Instead of “forgive and forget,” I choose to forgive and remember

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After decades of silence, it has arrived at last. Like a tsunami, revelations of longstanding sexual abuse within the Amish and Mennonite circles have finally, in recent years, “made land,” and the ground, it seems, is still shaking.

I have followed the stories closely via multiple outlets. They’ve come from many different churches and communities and through a variety of independent sources. No longer a solitary voice here and there, crying in the wilderness, it’s an army of voices, long silenced, whose cry is, at last, being heard.

In all of my reading, I continue to see a recurring theme; that being, that in many cases, the victims were admonished to “forgive and forget.” Concurrently, if an offender confessed, then he was to be forgiven (usually, immediately), followed by that second injunction to forget.

For years, I struggled with this teaching. Try as I might, I could never seem to accomplish it. Even if I was willing to forgive, I couldn’t erase from my mind what had happened, and so I carried mountains of condemnation and guilt. Now, after much healing of my heart and mind and a much better understanding of my heavenly Dad, I have a very different idea of what He had in mind when He spoke of forgiveness. Here’s where I’ve arrived.

The admonition to “forgive and forget” puts something on a victim that isn’t possible or reasonable. As human beings, our brains are crafted with neural pathways and delicate wiring. It is impossible to wipe an erstwhile memory card like swiping a magnet over a hard drive. Trauma and abuse change the actual wiring of the brain. Forgetting isn’t possible. And that’s good (more later).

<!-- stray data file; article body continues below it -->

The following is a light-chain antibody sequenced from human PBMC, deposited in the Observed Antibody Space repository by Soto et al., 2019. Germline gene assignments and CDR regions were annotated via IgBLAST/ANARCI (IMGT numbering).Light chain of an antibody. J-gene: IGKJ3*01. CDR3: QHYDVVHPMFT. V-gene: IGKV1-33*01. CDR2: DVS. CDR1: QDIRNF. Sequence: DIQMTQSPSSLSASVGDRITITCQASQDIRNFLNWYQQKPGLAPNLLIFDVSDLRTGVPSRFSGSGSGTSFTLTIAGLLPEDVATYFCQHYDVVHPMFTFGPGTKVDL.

The admonition to “forgive and forget” puts something on a victim that God Himself isn’t asking. This is cruel and spiritually abusive. It’s a form of manipulation, and it hurts both parties, victim and offender. For me, it fostered even more distrust in the heart of God. (Thankfully, He’s been faithful to reveal Himself to me in ways that I could see, hear, and feel.)

The admonition to “forgive and forget” can prevent the necessary work of justice in the offender’s life. Some of God’s greatest mercies are the most severe, and they often come shaped like stop signs. Allowing an offender to continue offending isn’t proof of forgiveness. It isn’t holiness. It’s a hellish perversion equating forgiveness with trust, and it has, I fear, driven some from the faith.

So why is it okay, even good, to choose “forgive and remember” instead of “forgive and forget?” I’ll tell you why.

When I “forgive and remember,” it sets me free. I can embrace my life and my own, personal story without shame. It lets me process what really happened to me. Then I can move on without the baggage I’d still be carrying if I stuffed it.

When I “forgive and remember,” it rewires my brain. It re-establishes that close, emotional attachment to God, my Father; to Jesus, my Big Brother and Shepherd; and to the Holy Spirit, my Counselor and Guide. This can happen because I’ve invited Them into my story. Their presence in my life and Their healing work have “redeemed my life from destruction.” Or that’s how the shepherd boy said it.

I agree.

When I “forgive and remember,” I’m celebrating God’s power and grace. I marvel at how far I’ve come, and I know Who has helped me. I know for SURE that God meant it when He said, “All things work together for good to those who love God and are called according to His purpose (Rom. 8:28).”

That “all things?” It includes the bad stuff.

When I “forgive and remember,” my story can be a survival guide for fellow travelers. A map. A light. A rope thrown with love to the drowning. That is what I want it to be. And that, by His grace, is what it is.

With love for the one who’s needing to forgive and then remember,

The small, caffeinated American Mom

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